Album: Black Teeth
Genre: Melodic Hardcore
Originality can be tough to pin down, especially when artists tend to take in ideas from what’s around them, including what’s popular at the time. Some bands are more successful at keeping their influences at bay in comparison to others. So here comes Vessels, a melodic hardcore quintet that hails from our nation’s pacific northwest.
I really like Every Time I Die. I really do. You might ask why I’d mention that towards the beginning of this review. Let alone, why I would mention it at all in a review of a band that is not Every Time I Die. Well the matter is that when I listen to Vessels, I can’t help but think of Every Time I Die, and I don’t mean that in a good way at all.
Moving onto the actual music itself, Black Teeth starts full-throttle with it’s hyper-repetitive opening track, “Capital City”. It starts off fine, but it feels like the listening experience just goes downhill once it sounds like segments have been placed literally one after the other in a copy/paste method rather than recorded all in one take like most bands would do. There’s not even a smooth transition to make it feel more natural, it just awkwardly chunks from one part into another as if the song’s starting all over again.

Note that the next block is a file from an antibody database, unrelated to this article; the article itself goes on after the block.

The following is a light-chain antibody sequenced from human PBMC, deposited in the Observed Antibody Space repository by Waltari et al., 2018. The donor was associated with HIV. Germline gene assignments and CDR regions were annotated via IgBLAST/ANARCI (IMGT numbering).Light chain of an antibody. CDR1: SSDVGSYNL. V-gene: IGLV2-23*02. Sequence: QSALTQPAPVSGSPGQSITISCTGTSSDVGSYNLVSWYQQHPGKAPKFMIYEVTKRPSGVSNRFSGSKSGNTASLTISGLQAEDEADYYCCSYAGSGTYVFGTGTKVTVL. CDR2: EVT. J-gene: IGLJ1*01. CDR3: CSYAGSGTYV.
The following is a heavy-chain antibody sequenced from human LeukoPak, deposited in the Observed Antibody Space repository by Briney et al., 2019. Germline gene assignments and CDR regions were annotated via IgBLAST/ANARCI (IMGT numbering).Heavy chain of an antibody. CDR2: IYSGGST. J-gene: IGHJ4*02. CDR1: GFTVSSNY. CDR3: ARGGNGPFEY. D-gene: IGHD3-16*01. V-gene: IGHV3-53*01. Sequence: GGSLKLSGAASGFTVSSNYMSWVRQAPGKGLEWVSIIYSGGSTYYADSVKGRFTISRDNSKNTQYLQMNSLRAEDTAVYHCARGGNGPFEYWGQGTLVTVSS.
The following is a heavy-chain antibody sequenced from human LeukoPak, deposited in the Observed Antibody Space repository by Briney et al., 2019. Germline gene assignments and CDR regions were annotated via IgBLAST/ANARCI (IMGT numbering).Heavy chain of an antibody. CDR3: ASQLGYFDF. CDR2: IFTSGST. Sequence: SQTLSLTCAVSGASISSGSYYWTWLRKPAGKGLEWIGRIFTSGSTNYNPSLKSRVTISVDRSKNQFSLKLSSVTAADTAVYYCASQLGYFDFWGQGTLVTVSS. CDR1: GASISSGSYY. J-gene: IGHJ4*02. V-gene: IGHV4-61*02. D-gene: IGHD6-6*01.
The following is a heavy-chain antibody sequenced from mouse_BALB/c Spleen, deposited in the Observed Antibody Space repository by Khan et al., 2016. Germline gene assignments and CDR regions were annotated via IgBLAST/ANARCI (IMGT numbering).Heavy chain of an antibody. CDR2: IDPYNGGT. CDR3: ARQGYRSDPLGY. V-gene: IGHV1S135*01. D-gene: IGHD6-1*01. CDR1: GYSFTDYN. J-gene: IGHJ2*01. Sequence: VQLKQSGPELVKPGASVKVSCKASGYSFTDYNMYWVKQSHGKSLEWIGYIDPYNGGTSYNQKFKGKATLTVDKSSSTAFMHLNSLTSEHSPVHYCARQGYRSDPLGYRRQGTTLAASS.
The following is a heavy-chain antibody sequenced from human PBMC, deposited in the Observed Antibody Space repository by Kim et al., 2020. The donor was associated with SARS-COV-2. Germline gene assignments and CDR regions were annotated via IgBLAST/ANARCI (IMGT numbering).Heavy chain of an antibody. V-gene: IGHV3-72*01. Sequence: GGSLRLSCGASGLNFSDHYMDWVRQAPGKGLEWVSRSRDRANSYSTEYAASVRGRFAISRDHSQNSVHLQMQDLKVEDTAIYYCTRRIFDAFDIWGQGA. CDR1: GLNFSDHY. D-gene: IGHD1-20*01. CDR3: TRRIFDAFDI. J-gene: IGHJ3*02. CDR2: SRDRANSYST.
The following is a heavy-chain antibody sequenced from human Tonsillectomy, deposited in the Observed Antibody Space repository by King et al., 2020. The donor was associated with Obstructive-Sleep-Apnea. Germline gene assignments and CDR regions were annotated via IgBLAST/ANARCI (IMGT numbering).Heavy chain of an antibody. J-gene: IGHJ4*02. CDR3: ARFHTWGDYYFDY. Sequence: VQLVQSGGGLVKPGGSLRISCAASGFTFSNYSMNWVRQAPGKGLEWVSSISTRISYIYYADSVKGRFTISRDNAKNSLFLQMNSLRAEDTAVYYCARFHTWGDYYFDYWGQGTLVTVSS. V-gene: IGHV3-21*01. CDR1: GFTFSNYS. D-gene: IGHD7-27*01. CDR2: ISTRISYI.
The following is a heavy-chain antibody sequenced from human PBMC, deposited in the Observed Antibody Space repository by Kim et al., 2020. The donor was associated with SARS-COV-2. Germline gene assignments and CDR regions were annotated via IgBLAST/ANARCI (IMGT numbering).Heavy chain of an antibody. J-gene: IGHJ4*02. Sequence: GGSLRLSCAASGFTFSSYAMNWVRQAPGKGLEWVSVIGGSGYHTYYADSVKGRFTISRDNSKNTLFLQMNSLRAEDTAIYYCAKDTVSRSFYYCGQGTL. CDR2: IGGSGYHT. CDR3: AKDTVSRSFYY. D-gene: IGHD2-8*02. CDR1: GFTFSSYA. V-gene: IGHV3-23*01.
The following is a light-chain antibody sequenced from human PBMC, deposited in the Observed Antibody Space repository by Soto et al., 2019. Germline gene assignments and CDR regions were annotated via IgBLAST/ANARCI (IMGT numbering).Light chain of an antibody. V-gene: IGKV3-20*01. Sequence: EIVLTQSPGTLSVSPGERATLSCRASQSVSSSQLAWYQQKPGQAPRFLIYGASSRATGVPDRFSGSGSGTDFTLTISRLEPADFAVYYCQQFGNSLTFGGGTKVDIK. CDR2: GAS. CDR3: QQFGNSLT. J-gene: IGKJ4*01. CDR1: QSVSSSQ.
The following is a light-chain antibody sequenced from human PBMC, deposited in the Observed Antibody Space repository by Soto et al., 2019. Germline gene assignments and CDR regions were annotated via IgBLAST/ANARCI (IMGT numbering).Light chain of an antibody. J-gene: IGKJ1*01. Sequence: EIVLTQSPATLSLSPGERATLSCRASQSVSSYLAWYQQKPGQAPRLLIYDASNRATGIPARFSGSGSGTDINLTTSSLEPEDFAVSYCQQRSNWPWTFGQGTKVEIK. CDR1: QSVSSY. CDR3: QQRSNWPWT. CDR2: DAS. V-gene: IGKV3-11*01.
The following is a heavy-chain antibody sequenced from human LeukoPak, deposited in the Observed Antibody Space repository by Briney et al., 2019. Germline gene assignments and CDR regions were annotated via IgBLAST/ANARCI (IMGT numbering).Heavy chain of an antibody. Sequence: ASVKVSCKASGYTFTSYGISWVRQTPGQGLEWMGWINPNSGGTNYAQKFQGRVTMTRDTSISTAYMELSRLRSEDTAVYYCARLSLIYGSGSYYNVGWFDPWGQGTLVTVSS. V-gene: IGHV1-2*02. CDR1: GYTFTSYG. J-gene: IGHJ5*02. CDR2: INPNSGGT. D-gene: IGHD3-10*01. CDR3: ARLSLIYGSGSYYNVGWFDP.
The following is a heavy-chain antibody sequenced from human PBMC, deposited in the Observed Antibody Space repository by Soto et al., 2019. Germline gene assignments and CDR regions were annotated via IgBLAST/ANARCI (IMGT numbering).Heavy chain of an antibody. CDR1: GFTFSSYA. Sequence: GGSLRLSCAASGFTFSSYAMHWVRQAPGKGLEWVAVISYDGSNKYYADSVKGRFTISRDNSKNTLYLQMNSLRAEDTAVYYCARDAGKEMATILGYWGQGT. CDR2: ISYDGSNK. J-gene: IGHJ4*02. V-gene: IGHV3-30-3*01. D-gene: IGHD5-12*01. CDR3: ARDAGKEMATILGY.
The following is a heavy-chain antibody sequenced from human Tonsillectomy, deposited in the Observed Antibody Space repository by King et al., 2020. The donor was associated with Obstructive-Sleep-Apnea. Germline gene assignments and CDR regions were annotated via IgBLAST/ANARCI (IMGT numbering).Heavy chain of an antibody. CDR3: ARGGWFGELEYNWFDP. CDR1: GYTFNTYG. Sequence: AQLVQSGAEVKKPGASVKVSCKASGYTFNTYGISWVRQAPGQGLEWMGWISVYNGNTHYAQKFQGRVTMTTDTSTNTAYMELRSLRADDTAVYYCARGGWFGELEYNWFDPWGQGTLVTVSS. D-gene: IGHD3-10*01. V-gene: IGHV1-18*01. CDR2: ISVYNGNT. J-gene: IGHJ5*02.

I will admit that the main factor that redeems the record from being more than a generic hardcore head-bobber is the lyrics. Arguably, that’s the thing makes hardcore music so hardcore. Pessimistic, optimistic, or realistic: it’s never mattered all too much, as long as it’s something that meaningful, genuine, and original. I’ll hand it to the instrumental part of the band for being consistent, solid and clean with their musicianship. The tone may seem dry and stale at times, but nothing sounds sloppy by any means whatsoever.
Disappointingly, the final track happens to be the best one on Black Teeth. “Atlas” starts off with quiet clean guitar leads and swells, and then it builds up into a full-blown rage-fest of a closer for the album, clean vocals and all. If the band followed the same direction of this with their entire next release, the band might actually get somewhere. Those who appreciate hardcore solely at it’s face value might find something here. But to those who are looking for more should pay no attention here.
Written by Adrian Garza (Twitter)
Latest posts by Adrian Garza (see all)
- Substances, death, and purpose fueled Culture Abuse for their most imaginative release yet - April 15, 2016
- UTG PREMIERE: The Go Ahead – “Closer” (Nine Inch Nails Cover) - April 6, 2016
- UTG’s 31 Days Of Halloween: ‘Rubber’ - October 21, 2015